In discussing his use of “chance operations” the composer John Cage, an early exponent of electronic music, stated that instead of “self-expression” he felt himself to be involved in “self-alteration”. Through acts of creativity Cage observed his relationship to the raw material of his art in order to identify and negate his own propensity to control, to alter his perception and redefine his role within the creative process. Cage saw this not simply as a method for the creation of artistic products, but as a way of life; creative endeavour as a form of existential meditation and means of self-alteration. For Cage, it was a practice that was as much about moving inside a dynamic creative space as it was about observing himself and altering, through increased awareness, the way in which he operated within it. Cage’s notion of self-alteration is not therefore metaphorical; rather it is a concrete psychophysical effect of engaging in a creative process—a natural consequence of being-in-the-world as an artist—a life-art-process, where the boundaries between life and art are blurred. Fundamental to this approach was the notion of “divorcing oneself from thoughts of intention” and the temptation to take overall control of the making process. Cage was concerned with stripping away conventional aesthetic principles through the use of “chance operations” in order to discover the “ecological” nature of the creative process and to allow its natural “organicity”—the functioning of its innate ecosystem—to generate new forms. Cage saw himself as existing within any given quasi-ecosystem defined as a creative “work” first and foremost as a participant‑one of several participating elements.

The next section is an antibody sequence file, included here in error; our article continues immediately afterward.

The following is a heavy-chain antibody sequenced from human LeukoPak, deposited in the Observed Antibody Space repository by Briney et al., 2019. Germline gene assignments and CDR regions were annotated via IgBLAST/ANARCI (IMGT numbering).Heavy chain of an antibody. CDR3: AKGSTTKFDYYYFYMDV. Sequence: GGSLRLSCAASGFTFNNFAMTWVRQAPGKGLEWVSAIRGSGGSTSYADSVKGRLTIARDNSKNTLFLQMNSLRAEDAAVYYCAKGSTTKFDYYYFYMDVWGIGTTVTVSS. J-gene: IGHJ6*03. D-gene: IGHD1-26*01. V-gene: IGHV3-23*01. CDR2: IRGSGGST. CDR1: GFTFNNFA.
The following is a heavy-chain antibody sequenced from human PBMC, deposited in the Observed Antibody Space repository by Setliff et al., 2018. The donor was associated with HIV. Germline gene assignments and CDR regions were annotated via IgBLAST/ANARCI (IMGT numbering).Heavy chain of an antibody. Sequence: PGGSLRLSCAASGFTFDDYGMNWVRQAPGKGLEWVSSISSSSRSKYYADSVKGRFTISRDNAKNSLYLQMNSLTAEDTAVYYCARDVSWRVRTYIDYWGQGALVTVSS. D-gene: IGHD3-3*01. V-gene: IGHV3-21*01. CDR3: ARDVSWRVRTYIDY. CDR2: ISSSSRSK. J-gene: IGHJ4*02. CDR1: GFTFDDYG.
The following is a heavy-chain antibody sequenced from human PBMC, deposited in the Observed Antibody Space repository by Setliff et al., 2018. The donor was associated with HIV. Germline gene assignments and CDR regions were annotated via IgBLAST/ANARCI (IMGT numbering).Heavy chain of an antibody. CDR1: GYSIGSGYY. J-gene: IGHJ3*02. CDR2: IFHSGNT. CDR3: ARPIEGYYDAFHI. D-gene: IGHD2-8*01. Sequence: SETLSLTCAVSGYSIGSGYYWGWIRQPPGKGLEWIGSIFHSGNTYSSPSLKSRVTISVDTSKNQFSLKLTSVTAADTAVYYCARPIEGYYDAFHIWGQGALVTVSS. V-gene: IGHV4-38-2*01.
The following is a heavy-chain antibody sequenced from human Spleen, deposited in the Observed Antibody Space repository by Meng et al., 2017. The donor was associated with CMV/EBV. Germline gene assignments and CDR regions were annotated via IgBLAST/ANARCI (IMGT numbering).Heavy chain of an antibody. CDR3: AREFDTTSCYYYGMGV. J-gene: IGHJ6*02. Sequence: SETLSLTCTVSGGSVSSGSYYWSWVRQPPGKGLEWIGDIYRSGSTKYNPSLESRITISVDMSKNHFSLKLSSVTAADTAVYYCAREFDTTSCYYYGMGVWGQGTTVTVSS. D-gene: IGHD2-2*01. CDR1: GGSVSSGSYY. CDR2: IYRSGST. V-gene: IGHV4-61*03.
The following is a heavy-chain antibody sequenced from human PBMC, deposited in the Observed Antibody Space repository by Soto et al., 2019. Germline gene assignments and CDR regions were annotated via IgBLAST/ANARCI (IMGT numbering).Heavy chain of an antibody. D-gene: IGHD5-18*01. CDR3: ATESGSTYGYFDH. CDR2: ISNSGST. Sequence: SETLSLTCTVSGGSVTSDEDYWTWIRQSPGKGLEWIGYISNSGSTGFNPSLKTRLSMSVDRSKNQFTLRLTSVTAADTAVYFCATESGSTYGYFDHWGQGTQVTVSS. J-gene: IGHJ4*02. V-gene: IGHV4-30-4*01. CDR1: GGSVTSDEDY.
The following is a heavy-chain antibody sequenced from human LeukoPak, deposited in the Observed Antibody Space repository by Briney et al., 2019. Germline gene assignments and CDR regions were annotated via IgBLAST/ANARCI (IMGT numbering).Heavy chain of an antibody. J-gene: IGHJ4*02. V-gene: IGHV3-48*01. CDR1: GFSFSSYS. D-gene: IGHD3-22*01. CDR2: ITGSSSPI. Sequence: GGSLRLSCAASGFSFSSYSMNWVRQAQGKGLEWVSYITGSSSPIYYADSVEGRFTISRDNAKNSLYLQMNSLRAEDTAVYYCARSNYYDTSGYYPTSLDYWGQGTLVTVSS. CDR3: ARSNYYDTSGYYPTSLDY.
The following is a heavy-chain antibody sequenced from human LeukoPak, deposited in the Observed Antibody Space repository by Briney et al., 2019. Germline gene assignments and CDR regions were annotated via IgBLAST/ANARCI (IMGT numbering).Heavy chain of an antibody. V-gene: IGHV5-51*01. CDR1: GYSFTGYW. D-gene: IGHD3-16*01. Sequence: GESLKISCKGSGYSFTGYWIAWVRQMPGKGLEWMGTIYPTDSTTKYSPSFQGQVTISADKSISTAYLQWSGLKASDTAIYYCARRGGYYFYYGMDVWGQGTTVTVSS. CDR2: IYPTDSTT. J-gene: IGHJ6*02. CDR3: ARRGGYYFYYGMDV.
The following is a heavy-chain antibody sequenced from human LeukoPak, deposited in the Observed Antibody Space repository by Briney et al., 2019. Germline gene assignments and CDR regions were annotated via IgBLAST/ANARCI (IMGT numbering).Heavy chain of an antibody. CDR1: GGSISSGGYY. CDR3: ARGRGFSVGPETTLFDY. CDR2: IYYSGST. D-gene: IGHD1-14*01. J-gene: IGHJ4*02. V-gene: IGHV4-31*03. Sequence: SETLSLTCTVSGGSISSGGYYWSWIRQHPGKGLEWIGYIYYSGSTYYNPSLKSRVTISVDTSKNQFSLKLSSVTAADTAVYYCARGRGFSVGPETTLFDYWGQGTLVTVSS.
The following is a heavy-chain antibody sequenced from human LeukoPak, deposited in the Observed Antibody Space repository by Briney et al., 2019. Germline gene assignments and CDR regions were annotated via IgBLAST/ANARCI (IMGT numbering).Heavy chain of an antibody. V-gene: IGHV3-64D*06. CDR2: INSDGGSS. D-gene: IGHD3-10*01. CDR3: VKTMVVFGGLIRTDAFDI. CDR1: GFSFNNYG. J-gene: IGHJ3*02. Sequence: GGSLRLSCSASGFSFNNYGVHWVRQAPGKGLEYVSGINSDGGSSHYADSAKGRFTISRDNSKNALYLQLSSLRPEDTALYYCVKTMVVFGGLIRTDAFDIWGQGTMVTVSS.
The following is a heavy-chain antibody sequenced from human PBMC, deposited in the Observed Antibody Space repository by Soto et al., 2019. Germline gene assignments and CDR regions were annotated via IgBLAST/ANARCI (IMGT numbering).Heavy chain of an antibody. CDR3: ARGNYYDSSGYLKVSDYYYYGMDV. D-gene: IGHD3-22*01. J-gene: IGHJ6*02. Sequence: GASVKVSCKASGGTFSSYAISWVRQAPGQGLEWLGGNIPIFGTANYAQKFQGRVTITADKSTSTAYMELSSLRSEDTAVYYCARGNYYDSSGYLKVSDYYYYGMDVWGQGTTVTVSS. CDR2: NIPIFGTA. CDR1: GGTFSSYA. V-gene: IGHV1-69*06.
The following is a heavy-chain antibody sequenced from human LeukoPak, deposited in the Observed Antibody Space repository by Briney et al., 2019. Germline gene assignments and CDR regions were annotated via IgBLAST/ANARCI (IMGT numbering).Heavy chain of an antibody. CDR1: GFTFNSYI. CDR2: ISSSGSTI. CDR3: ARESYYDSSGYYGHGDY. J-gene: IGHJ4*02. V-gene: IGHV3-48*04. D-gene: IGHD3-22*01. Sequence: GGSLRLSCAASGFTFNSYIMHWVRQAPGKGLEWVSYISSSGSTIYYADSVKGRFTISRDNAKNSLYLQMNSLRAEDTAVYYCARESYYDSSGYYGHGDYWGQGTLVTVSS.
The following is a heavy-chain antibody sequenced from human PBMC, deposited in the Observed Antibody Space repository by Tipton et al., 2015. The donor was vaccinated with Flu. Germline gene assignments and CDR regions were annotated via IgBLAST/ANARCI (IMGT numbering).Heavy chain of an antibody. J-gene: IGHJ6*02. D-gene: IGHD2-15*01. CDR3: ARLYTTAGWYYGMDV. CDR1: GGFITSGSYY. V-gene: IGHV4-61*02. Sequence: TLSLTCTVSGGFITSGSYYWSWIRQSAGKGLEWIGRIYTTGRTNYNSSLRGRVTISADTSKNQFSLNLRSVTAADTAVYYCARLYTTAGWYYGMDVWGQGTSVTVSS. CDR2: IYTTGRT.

While part of our work with interactive technologies is concerned with the utility of configuring or encoding “control”—the polar opposite of Cage’s principle of creative non-intention—our aesthetic goal has been to discover a form of physical interaction with new technology that enables an “organicity” of expression at both the human and computer level. Our technical endeavours have been concerned with developing facility: the performers’ utilitarian and expressive skills and the hardware and computer systems ability to provide broad and multidimensional responsive environments that are accurate, sensitive and complex enough to sustain long-term interest. This drive for facility is fuelled by a belief that increased capability enables a greater and broader palette of interactive sensations and a more intimate and significant coupling of human and technology. An aspirational coupling that Gilles Deleuze described as going beyond the mere vibration of two elements within their own level or zone, abstracted and separate, but a “coupling” that resonates in the manner of “seizure” as “the sensation of the violin and the sensation of the piano in the sonata.” This is not, generally speaking, how we understand our everyday relationship with new technologies. In the everyday we are forced to work with technologies, developed by multinational companies that are designed to meet the general needs of the many not the specific needs of the few. This means that the vast majority of us have no choice in the way new technologies drive our behaviour. Indeed one might go so far as to say that technologies have a tendency to dictate the form and terms of our interactive behaviour. Off-the-shelf technologies are inherently limited in terms of what they will do, and therefore constrain our use of them. Yet, new technology is changing our lives in profound and far reaching ways. Technology allows humans to operate machines and systems at speeds that far exceed human cognition. New technology allows us to multitask, to search and acquire vast amounts of data and information with more agility than we could perform with our physical bodies. Through new technology we can travel virtually, to communicate with sites and people across the globe, to see and hear the world from the comfort of our office and home. On the surface new technology seems to have the power to extend our bodies capabilities. Through our computer terminals we are able to reach out both to the real world and the virtual worlds evolving in cyberspace. New technology seems to promise a utopia of new experiences and sensations. However, theorists such as Paul Virilio suggest that such technology merely recodes human perception as a function of computer processing and does not therefore enhance our perceptual experience. Virilio suggests that rather than extending the body, technology subjugates, reducing the complexities and vagaries of the sensual to the utility of machine code. Further to this he suggests that the ability of new technology to collapse space and time serves only to isolate the human body in the concrete present of real-time and geographic space.